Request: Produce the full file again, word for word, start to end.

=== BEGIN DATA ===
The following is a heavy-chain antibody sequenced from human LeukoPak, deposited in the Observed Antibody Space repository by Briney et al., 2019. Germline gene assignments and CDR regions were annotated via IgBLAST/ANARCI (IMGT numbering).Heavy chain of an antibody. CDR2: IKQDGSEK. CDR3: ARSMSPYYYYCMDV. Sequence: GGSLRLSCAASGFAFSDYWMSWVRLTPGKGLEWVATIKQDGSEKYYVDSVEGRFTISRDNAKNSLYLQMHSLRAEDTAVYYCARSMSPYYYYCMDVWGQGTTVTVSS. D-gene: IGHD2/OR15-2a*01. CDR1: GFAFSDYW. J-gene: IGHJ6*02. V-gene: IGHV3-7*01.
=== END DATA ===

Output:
The following is a heavy-chain antibody sequenced from human LeukoPak, deposited in the Observed Antibody Space repository by Briney et al., 2019. Germline gene assignments and CDR regions were annotated via IgBLAST/ANARCI (IMGT numbering).Heavy chain of an antibody. CDR2: IKQDGSEK. CDR3: ARSMSPYYYYCMDV. Sequence: GGSLRLSCAASGFAFSDYWMSWVRLTPGKGLEWVATIKQDGSEKYYVDSVEGRFTISRDNAKNSLYLQMHSLRAEDTAVYYCARSMSPYYYYCMDVWGQGTTVTVSS. D-gene: IGHD2/OR15-2a*01. CDR1: GFAFSDYW. J-gene: IGHJ6*02. V-gene: IGHV3-7*01.